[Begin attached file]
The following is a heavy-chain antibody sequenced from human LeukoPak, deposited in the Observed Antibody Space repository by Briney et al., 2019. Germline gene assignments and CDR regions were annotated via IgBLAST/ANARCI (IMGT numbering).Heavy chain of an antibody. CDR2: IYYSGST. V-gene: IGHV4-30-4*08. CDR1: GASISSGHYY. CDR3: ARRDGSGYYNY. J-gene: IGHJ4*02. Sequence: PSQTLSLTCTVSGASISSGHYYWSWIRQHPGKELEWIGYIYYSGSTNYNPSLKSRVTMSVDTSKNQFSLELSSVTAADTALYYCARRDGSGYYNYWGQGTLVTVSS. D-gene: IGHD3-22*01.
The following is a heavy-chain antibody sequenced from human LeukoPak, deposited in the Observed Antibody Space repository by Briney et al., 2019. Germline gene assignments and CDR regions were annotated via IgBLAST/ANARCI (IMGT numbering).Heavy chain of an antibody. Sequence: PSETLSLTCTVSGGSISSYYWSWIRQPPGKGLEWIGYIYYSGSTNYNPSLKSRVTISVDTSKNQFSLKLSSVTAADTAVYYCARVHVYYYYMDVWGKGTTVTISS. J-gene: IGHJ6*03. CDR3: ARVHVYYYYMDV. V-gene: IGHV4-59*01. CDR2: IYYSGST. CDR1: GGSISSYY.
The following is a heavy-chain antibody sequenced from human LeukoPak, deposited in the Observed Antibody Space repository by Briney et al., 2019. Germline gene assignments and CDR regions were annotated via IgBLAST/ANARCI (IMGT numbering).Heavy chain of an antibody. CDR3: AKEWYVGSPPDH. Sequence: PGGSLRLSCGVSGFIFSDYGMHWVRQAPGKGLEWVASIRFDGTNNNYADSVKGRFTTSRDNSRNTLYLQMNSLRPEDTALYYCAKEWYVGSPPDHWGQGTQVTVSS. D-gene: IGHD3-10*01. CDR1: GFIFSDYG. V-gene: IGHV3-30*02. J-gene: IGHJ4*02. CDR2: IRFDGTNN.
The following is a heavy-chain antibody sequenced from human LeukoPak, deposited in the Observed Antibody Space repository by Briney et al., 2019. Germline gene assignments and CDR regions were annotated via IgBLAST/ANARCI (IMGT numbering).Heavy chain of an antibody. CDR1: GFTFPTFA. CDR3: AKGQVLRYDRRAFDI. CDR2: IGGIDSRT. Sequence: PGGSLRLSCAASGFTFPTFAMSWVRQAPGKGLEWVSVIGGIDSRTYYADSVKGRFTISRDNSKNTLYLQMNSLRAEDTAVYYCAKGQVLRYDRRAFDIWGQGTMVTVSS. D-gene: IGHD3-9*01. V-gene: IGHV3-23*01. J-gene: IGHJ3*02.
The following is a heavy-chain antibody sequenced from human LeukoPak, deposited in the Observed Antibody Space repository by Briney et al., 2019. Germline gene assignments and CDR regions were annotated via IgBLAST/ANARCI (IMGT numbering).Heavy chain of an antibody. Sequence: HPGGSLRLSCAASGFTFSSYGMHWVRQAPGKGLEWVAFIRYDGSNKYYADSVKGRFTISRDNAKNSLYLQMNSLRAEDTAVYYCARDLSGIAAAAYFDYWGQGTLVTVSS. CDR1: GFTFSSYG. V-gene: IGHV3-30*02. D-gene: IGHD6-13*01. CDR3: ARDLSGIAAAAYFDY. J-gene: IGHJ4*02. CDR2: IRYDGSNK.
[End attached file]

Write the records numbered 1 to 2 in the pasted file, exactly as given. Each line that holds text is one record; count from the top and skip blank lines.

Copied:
The following is a heavy-chain antibody sequenced from human LeukoPak, deposited in the Observed Antibody Space repository by Briney et al., 2019. Germline gene assignments and CDR regions were annotated via IgBLAST/ANARCI (IMGT numbering).Heavy chain of an antibody. CDR2: IYYSGST. V-gene: IGHV4-30-4*08. CDR1: GASISSGHYY. CDR3: ARRDGSGYYNY. J-gene: IGHJ4*02. Sequence: PSQTLSLTCTVSGASISSGHYYWSWIRQHPGKELEWIGYIYYSGSTNYNPSLKSRVTMSVDTSKNQFSLELSSVTAADTALYYCARRDGSGYYNYWGQGTLVTVSS. D-gene: IGHD3-22*01.
The following is a heavy-chain antibody sequenced from human LeukoPak, deposited in the Observed Antibody Space repository by Briney et al., 2019. Germline gene assignments and CDR regions were annotated via IgBLAST/ANARCI (IMGT numbering).Heavy chain of an antibody. Sequence: PSETLSLTCTVSGGSISSYYWSWIRQPPGKGLEWIGYIYYSGSTNYNPSLKSRVTISVDTSKNQFSLKLSSVTAADTAVYYCARVHVYYYYMDVWGKGTTVTISS. J-gene: IGHJ6*03. CDR3: ARVHVYYYYMDV. V-gene: IGHV4-59*01. CDR2: IYYSGST. CDR1: GGSISSYY.